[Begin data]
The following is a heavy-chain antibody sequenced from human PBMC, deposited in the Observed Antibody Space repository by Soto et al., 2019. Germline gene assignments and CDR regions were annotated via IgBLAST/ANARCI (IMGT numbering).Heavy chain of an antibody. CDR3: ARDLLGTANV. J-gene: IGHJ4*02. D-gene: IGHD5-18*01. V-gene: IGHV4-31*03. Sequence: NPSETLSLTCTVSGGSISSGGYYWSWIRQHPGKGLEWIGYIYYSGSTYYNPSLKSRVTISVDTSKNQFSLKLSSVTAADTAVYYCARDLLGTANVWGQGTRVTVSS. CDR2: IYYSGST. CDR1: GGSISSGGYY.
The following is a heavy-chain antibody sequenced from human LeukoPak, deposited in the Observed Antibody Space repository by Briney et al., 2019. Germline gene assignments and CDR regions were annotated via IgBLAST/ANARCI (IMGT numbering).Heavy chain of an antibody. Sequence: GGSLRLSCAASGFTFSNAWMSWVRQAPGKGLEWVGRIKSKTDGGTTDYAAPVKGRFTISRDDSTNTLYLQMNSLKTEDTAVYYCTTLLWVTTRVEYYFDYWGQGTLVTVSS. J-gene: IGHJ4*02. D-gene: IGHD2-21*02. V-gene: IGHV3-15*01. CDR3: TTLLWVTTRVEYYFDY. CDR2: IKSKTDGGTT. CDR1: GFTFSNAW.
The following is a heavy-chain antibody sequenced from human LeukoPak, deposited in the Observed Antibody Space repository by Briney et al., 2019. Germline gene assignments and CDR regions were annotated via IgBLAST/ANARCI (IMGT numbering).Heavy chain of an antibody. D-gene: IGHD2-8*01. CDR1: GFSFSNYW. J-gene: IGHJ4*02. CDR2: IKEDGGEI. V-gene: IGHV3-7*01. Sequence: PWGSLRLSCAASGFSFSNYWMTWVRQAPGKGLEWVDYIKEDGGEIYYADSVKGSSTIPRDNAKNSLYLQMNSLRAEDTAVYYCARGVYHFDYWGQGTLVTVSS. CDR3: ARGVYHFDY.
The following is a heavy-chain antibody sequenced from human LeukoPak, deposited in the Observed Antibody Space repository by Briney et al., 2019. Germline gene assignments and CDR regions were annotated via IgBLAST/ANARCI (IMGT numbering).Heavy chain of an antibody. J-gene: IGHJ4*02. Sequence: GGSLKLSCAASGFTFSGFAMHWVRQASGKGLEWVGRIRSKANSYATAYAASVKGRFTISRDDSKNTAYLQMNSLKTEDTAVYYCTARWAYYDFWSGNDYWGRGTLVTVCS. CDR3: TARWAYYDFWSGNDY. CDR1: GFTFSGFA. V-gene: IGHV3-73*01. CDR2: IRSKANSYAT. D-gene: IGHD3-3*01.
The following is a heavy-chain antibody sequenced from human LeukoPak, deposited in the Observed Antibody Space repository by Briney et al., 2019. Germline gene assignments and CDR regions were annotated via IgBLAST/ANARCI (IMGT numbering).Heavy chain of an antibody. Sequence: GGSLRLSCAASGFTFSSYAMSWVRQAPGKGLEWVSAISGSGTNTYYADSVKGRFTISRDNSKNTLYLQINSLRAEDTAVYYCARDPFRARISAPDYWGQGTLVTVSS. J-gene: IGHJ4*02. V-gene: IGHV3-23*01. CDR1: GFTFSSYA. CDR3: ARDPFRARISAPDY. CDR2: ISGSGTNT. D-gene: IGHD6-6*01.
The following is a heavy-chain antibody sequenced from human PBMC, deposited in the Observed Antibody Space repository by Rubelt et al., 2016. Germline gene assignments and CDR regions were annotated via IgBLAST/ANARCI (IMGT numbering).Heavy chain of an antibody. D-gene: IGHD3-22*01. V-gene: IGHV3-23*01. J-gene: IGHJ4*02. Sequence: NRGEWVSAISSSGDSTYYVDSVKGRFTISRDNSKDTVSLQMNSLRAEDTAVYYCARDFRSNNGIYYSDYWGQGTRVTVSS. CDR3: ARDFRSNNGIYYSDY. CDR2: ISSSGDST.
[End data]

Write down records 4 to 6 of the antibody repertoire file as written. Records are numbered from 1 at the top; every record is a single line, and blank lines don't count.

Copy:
The following is a heavy-chain antibody sequenced from human LeukoPak, deposited in the Observed Antibody Space repository by Briney et al., 2019. Germline gene assignments and CDR regions were annotated via IgBLAST/ANARCI (IMGT numbering).Heavy chain of an antibody. J-gene: IGHJ4*02. Sequence: GGSLKLSCAASGFTFSGFAMHWVRQASGKGLEWVGRIRSKANSYATAYAASVKGRFTISRDDSKNTAYLQMNSLKTEDTAVYYCTARWAYYDFWSGNDYWGRGTLVTVCS. CDR3: TARWAYYDFWSGNDY. CDR1: GFTFSGFA. V-gene: IGHV3-73*01. CDR2: IRSKANSYAT. D-gene: IGHD3-3*01.
The following is a heavy-chain antibody sequenced from human LeukoPak, deposited in the Observed Antibody Space repository by Briney et al., 2019. Germline gene assignments and CDR regions were annotated via IgBLAST/ANARCI (IMGT numbering).Heavy chain of an antibody. Sequence: GGSLRLSCAASGFTFSSYAMSWVRQAPGKGLEWVSAISGSGTNTYYADSVKGRFTISRDNSKNTLYLQINSLRAEDTAVYYCARDPFRARISAPDYWGQGTLVTVSS. J-gene: IGHJ4*02. V-gene: IGHV3-23*01. CDR1: GFTFSSYA. CDR3: ARDPFRARISAPDY. CDR2: ISGSGTNT. D-gene: IGHD6-6*01.
The following is a heavy-chain antibody sequenced from human PBMC, deposited in the Observed Antibody Space repository by Rubelt et al., 2016. Germline gene assignments and CDR regions were annotated via IgBLAST/ANARCI (IMGT numbering).Heavy chain of an antibody. D-gene: IGHD3-22*01. V-gene: IGHV3-23*01. J-gene: IGHJ4*02. Sequence: NRGEWVSAISSSGDSTYYVDSVKGRFTISRDNSKDTVSLQMNSLRAEDTAVYYCARDFRSNNGIYYSDYWGQGTRVTVSS. CDR3: ARDFRSNNGIYYSDY. CDR2: ISSSGDST.